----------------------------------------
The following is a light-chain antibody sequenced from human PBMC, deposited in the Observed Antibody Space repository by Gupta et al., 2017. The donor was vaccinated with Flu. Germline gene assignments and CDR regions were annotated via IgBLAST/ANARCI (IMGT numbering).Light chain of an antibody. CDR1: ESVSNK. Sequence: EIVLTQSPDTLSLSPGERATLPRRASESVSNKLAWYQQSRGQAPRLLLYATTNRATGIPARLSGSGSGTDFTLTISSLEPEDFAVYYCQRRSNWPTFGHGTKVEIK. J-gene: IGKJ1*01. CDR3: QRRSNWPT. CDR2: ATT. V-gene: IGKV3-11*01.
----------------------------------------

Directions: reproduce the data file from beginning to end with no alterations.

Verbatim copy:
The following is a light-chain antibody sequenced from human PBMC, deposited in the Observed Antibody Space repository by Gupta et al., 2017. The donor was vaccinated with Flu. Germline gene assignments and CDR regions were annotated via IgBLAST/ANARCI (IMGT numbering).Light chain of an antibody. CDR1: ESVSNK. Sequence: EIVLTQSPDTLSLSPGERATLPRRASESVSNKLAWYQQSRGQAPRLLLYATTNRATGIPARLSGSGSGTDFTLTISSLEPEDFAVYYCQRRSNWPTFGHGTKVEIK. J-gene: IGKJ1*01. CDR3: QRRSNWPT. CDR2: ATT. V-gene: IGKV3-11*01.